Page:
The Spectator (1711) | Literature Criticism Critical Essay by Timothy Dykstal

This literature criticism consists of approximately 28 pages of analysis & critique of The Spectator (1711).
This section contains 8,256 words
(approx. 28 pages at 300 words per page)
Buy the Critical Essay by Timothy Dykstal

Critical Essay by Timothy Dykstal

SOURCE: “The Politics of Taste in the Spectator,” in The Eighteenth Century: Theory and Interpretation, Vol. 35, No. 1, Spring 1994, pp. 46-63.

In the essay that follows, Dykstal offers a Marxist analysis of the Spectator's role in defining “taste” as an “organizing principle of the public sphere,” in which private rectitude is publicly recognized. In this formulation, the critic contends, taste “rests, ultimately, not on the private apprehension of beauty but on the public defense of it.”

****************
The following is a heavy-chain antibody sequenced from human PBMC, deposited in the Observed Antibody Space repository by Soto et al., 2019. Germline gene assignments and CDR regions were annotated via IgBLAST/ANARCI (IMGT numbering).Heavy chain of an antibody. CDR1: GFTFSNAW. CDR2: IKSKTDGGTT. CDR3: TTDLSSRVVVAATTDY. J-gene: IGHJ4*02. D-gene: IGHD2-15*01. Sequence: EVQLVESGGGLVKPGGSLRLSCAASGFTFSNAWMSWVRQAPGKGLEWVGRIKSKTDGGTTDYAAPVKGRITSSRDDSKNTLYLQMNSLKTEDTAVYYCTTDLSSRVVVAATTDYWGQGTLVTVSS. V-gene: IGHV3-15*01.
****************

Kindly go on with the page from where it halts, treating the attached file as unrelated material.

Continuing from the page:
The basic error of all materialism in politics—and this materialism is not Marxian and not even modern in origin, but as old as our history of political theory—is to overlook the inevitability with which men disclose themselves as subjects, as distinct and unique persons, even...

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This section contains 8,256 words
(approx. 28 pages at 300 words per page)
Buy the Critical Essay by Timothy Dykstal
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